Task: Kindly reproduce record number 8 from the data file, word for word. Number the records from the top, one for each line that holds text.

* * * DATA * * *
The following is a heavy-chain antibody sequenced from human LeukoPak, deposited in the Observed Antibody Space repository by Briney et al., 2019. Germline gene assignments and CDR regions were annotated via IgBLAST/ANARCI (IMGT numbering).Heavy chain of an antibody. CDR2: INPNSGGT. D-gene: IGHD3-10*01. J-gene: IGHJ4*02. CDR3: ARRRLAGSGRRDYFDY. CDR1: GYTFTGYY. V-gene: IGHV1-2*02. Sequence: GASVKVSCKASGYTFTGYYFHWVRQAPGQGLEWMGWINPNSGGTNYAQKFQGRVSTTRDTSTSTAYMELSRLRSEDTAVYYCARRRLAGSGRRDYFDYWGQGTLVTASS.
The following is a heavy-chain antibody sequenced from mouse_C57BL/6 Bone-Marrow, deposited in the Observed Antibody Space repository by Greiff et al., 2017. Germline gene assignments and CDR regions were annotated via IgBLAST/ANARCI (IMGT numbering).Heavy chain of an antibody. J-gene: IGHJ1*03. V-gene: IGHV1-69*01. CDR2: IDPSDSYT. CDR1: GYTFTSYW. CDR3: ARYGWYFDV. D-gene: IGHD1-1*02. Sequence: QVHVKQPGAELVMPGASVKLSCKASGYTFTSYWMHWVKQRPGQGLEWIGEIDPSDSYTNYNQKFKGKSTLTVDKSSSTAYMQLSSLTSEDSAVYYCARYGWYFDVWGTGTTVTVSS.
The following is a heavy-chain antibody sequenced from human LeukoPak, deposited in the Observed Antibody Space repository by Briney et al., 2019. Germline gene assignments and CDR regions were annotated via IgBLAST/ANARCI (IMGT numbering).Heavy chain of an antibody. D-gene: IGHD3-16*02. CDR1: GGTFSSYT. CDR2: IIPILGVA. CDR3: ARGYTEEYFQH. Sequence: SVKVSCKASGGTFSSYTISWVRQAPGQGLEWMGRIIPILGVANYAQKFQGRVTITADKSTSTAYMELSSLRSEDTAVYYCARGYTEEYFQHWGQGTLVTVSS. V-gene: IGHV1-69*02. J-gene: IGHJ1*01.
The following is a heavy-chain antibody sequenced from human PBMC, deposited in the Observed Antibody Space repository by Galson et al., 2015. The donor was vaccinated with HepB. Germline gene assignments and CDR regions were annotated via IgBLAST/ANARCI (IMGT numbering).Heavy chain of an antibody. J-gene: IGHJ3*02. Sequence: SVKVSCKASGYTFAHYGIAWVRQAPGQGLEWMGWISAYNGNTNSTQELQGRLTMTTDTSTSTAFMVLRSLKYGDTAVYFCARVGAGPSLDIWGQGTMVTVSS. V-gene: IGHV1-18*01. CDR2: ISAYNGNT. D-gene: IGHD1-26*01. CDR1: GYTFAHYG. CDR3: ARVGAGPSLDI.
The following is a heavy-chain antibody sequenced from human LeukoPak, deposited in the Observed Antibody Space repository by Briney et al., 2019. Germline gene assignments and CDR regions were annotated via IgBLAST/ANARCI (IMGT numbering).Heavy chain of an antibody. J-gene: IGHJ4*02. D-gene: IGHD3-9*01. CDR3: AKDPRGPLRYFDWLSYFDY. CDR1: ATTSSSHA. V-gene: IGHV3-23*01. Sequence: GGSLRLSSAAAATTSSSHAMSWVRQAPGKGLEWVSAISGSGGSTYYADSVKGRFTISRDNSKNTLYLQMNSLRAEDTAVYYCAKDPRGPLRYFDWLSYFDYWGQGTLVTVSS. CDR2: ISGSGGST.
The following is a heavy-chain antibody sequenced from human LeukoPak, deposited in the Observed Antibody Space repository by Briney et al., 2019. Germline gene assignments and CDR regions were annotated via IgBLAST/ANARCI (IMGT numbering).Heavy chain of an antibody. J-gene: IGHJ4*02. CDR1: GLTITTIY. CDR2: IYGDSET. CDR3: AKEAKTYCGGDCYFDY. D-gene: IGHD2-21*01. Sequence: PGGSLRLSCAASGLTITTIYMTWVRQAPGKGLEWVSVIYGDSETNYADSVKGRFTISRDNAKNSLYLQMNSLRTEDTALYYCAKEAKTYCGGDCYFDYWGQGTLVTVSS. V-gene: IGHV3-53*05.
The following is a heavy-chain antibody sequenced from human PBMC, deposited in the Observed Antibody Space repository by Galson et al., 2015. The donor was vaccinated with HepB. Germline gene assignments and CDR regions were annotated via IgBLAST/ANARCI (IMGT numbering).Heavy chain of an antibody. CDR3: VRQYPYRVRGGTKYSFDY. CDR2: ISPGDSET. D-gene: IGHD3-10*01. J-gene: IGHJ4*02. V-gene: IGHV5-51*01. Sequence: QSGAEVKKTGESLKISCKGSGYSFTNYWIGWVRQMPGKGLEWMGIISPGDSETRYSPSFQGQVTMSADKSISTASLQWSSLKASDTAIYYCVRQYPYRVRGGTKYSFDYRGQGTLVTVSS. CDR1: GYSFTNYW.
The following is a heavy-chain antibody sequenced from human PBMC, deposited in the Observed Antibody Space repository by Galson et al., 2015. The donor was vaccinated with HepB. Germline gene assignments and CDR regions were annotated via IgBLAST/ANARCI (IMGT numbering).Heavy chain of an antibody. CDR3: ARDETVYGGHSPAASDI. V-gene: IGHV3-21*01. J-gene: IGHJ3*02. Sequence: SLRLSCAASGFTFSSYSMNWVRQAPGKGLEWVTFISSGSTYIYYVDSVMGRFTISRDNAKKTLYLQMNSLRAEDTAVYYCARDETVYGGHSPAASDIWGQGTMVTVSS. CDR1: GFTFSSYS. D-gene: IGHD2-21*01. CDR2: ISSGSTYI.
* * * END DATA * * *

The following is a heavy-chain antibody sequenced from human PBMC, deposited in the Observed Antibody Space repository by Galson et al., 2015. The donor was vaccinated with HepB. Germline gene assignments and CDR regions were annotated via IgBLAST/ANARCI (IMGT numbering).Heavy chain of an antibody. CDR3: ARDETVYGGHSPAASDI. V-gene: IGHV3-21*01. J-gene: IGHJ3*02. Sequence: SLRLSCAASGFTFSSYSMNWVRQAPGKGLEWVTFISSGSTYIYYVDSVMGRFTISRDNAKKTLYLQMNSLRAEDTAVYYCARDETVYGGHSPAASDIWGQGTMVTVSS. CDR1: GFTFSSYS. D-gene: IGHD2-21*01. CDR2: ISSGSTYI.